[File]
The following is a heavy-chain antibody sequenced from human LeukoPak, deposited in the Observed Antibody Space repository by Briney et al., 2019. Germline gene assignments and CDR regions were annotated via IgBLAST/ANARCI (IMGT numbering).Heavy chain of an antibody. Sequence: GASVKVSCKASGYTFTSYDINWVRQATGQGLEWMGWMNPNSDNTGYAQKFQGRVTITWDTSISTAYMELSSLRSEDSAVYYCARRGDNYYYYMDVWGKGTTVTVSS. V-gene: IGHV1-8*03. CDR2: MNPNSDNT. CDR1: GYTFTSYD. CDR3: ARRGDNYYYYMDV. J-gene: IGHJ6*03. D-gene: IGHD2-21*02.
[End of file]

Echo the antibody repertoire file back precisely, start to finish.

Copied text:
The following is a heavy-chain antibody sequenced from human LeukoPak, deposited in the Observed Antibody Space repository by Briney et al., 2019. Germline gene assignments and CDR regions were annotated via IgBLAST/ANARCI (IMGT numbering).Heavy chain of an antibody. Sequence: GASVKVSCKASGYTFTSYDINWVRQATGQGLEWMGWMNPNSDNTGYAQKFQGRVTITWDTSISTAYMELSSLRSEDSAVYYCARRGDNYYYYMDVWGKGTTVTVSS. V-gene: IGHV1-8*03. CDR2: MNPNSDNT. CDR1: GYTFTSYD. CDR3: ARRGDNYYYYMDV. J-gene: IGHJ6*03. D-gene: IGHD2-21*02.